Rebecca Cammisa

Rebecca Cammisa

Fellow: Awarded 2010
Field of Study: Film

Competition: US & Canada

Celebrated documentary filmmaker Rebecca Cammisa came to prominence with her first film, Sister Helen (1998), which documented eighteen months in the life of this woman and her work at The John Thomas Travis Center, a halfway house for drug- and alcohol-addicted men. Sister Helen herself was once an alcoholic whose husband died of alcoholism, and one of her teenage sons was stabbed to death and the other died of a heroin overdose. Released in 2002, Sister Helen aired on Cinemax and HBO and other networks worldwide, was featured at over two dozen prestigious film festivals, and earned for Ms. Cammisa the Documentary Directing Award at Sundance; the Gold Hugo Award for best documentary film at the Chicago International Film Festival; the Jury Prize for best documentary film at the Newport Film Festival; the Best Documentary Film Award at the Nashville Film Festival; the Freddie Award for outstanding performing by the International Health & Medical Media Awards; and a Grand Marnier Foundation film grant. In addition in 2006 the Museum of Modern Art Film Library acquired Sister Helen for its permanent collection.

Ms. Cammisa has described Sister Helen’s world as one “that society either wants to forget about, or not be bothered with at all.” That description could be applied equally to her next two documentaries: The Tricky Part (2004), which films actor Martin Moran as he performs his one-man play, recounting his abuse by a camp counselor and his confronting of that man thirty years later; and Which Way Home (2009), which follows a group of unaccompanied Mexican child migrants as they take a dangerous journey through Mexico in the hope of reaching the United States. Produced by Mr. Mudd (the production company of John Malkovich, Lianne Halfon, and Russell Smith) and funded in part by a Fulbright Fellowship in Filmmaking, a NYU/Blaufarb Documentary Film Award, and an NYFA Fellowship, Which Way Home had its world premiere at the Tribeca Film Festival and its European premiere at the Karlovy Vary Film Festival, both in 2009. The Traverse City Film Festival awarded Which Way Home its Special Jury Prize for Human Rights. When it aired in August of that year on HBO’s Documentary Summer series, it reached over 3.5 million viewers. In 2010 Which Way Home won an Emmy Award for Outstanding Informational Programming and received four nominations in the News & Documentary category.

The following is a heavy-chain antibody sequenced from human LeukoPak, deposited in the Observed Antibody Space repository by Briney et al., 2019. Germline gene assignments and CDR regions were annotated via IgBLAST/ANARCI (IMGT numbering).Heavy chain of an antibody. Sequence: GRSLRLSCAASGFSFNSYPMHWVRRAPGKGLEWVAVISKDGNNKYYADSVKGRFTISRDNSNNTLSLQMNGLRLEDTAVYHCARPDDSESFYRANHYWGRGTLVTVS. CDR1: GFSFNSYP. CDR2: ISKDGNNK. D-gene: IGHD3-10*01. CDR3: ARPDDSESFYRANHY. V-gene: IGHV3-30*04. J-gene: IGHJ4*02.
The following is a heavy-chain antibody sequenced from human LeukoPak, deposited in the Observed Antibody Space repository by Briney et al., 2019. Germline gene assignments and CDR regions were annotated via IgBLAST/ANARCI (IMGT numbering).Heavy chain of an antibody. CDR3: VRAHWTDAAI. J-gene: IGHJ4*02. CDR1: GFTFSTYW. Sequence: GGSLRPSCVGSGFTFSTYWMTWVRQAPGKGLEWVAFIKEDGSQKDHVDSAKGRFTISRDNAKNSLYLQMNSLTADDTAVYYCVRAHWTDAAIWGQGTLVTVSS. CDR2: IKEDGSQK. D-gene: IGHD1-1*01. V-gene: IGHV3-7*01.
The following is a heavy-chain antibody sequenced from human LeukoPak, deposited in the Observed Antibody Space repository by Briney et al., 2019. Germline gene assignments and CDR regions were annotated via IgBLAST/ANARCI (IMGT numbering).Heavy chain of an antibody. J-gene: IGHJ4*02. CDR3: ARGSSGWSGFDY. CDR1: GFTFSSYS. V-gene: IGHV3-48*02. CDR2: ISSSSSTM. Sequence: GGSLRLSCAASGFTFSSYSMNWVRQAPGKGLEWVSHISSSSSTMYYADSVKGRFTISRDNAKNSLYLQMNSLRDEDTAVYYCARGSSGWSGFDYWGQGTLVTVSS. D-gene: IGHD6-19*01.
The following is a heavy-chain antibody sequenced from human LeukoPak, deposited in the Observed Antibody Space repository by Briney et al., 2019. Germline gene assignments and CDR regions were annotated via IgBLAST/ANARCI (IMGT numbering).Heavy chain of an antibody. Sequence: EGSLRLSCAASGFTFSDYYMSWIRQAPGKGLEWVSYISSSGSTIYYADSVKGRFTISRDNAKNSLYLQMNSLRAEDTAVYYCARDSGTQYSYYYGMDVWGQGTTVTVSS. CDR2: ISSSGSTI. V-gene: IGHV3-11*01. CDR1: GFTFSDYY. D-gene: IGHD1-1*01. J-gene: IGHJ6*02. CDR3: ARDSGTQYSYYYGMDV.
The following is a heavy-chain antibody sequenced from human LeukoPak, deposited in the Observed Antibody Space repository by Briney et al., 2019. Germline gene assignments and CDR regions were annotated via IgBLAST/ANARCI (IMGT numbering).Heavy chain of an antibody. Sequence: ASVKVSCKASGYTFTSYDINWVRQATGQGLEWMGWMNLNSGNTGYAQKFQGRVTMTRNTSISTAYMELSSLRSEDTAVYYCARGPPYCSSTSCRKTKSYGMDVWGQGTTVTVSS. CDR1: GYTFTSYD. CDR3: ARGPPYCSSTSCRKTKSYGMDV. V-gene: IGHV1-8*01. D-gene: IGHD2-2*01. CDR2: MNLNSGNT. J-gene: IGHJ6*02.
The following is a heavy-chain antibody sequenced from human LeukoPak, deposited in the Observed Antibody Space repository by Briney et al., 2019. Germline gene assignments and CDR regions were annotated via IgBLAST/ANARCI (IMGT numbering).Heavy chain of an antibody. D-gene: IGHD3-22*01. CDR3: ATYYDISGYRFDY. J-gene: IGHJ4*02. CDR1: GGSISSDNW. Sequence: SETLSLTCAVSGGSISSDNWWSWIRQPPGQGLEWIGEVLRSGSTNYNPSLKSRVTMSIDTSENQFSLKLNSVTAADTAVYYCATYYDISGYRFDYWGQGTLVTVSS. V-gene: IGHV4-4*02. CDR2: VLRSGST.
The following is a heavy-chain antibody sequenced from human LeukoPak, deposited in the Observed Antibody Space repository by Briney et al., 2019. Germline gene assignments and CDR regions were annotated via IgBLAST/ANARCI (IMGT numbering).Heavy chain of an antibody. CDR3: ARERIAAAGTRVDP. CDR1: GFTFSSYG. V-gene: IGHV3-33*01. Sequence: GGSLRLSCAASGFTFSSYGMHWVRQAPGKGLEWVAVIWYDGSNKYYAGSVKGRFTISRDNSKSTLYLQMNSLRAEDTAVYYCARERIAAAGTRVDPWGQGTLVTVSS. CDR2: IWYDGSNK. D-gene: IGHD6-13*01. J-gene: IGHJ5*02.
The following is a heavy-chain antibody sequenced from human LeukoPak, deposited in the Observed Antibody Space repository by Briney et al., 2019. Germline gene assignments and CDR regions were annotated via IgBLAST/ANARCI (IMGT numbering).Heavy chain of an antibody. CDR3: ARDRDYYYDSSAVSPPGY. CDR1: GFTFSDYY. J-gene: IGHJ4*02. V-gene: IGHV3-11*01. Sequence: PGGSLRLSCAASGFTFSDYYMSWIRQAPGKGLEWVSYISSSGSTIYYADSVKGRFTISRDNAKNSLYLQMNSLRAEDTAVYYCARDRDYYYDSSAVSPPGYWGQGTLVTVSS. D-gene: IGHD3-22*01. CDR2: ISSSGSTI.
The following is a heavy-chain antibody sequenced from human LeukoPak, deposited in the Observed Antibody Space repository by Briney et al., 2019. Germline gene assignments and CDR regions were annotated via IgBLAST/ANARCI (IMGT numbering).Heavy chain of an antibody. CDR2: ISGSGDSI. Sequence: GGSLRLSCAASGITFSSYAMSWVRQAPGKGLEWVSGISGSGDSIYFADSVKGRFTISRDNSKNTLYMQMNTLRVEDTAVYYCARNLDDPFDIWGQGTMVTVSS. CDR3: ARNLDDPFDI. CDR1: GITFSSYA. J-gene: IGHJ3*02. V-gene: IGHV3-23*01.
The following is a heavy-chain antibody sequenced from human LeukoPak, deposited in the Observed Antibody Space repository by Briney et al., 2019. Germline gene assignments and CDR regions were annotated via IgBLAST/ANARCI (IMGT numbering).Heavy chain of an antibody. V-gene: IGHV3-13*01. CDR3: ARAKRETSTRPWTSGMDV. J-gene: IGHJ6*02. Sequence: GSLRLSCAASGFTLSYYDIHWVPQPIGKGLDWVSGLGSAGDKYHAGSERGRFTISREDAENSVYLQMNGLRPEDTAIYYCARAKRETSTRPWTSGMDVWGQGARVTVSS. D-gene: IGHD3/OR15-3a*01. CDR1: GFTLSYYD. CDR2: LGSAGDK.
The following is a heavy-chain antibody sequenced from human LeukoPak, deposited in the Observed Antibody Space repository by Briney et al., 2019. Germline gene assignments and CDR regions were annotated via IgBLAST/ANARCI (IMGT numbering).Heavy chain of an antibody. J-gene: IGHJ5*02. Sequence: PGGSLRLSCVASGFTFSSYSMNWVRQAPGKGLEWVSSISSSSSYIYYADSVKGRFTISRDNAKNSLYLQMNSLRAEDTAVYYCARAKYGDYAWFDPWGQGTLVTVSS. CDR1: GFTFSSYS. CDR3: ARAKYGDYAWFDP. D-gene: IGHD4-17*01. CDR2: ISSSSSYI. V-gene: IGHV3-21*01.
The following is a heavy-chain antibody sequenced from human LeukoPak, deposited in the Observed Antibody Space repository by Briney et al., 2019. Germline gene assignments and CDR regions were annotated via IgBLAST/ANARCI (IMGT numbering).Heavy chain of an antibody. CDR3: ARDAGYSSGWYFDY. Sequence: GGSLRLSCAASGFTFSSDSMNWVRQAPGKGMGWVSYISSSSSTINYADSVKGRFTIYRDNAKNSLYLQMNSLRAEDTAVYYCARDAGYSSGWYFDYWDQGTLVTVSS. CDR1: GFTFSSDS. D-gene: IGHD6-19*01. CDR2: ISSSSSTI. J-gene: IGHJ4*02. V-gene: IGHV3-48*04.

As her reputation as an outstanding filmmaker and cinematographer grew, Rebecca Cammisa has received funding from HBO, the Sundance Documentary Fund, the Wellspring Foundation, and the New York State Council on the Arts. She produced and directed her first fiction film, Sunset Tuxedo, as an invitee to the American Film Academy’s Directing Workshop for Women, supported in part by a grant from the Jane Morrison Memorial Film Fund.

During her Guggenheim Fellowship term, she will be working on her next documentary, The Death of a Newspaper, which will chronicle the last eight months of a paper that is forced to close and the impact of that closing on its editors, reporters, and other employees as well as on the community the paper serves.


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